Tuesday, January 21, 2020

Hittite’s Self-Image Characterized by Grandeur :: Hittite Culture Cultural History Essays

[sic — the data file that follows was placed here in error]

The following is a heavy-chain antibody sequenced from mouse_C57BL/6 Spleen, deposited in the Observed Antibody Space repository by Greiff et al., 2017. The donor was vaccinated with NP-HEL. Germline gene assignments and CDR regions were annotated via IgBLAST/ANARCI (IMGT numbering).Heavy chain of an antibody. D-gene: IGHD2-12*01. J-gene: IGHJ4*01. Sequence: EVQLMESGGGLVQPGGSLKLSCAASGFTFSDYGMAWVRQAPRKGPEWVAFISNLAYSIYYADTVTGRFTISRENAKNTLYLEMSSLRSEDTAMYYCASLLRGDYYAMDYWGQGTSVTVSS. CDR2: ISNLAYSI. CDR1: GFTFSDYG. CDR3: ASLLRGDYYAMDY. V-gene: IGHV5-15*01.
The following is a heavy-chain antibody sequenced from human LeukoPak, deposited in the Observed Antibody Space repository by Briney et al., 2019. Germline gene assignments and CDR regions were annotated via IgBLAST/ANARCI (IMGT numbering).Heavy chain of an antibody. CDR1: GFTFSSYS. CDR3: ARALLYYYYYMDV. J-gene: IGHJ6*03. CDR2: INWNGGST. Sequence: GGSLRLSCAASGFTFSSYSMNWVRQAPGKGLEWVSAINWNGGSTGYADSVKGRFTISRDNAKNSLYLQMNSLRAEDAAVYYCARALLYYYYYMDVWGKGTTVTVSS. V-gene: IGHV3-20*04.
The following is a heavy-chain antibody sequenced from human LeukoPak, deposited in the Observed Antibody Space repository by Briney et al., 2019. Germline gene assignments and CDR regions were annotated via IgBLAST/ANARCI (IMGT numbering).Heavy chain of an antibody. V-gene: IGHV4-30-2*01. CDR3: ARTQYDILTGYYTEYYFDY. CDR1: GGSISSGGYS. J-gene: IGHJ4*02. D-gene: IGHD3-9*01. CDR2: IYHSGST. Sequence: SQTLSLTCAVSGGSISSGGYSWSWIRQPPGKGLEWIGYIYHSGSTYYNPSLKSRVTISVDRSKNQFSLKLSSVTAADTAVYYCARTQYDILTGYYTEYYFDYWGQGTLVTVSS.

Hittite’s Self-Image Characterized by Grandeur The Hittite empire, like many others of the Bronze Age, arose at a time when new tactics and implements for fighting were being developed in abundance. Like many other empires of that time, the Hittites recognized the importance of protecting their lands and acquiring new ones. As the size and influence of the Hittite empire grew, it sometimes formed peaceful agreements with foreign lands. These agreements, however, primarily served their own interests. Evidence of the behavior of the Hittites found in primary documents reveals that they treated civilizations other than their own as their inferiors. Religion was central to the Hittite’s culture and they considered their devotion to it to be one of their primary strengths. The upkeep of Hittite religious institutions and their functionaries was a primary obligation of the commander of the Hittite border guards. A document containing instructions for that commander explains these responsibilities: â€Å"In the town through which the commander [passes]†¦ he shall attend to the necessary provisions for town-elders, priests, ‘anointed’ (and) mothers-of-god.† (par. 1) It was important to the Hittite king (also called the Sun) that all cities in the empire contain adequate sites for worship of the Hittite gods. This suggests that they believed paying tribute to the gods ensured them some sort of security or protection. In that same document it was stated, â€Å"The commander of the border guards shall make an inventory of the god’s utensils and send it before the Sun.† (par. 3) ‘Utensils’ probably refers to the possessions of the gods, perhaps including their temples, servants, and any commodities held in their name. A list of them was most likely held by the king so that what the Hittites had given to their gods was on record. The magnitude of religion in this civilization and the closeness of it to the military reveal that the favor of and protection from its gods gave its people a perceived power and authority that other civilizations lacked. Religion was also directly connected to imperial Hittite rule through the king. In a treaty between Mursilis, Sun of the Hittites, and Duppi-Tessub, king of Amurru, the preamble mentions that Mursilis was the â€Å"favorite of the Storm-god.

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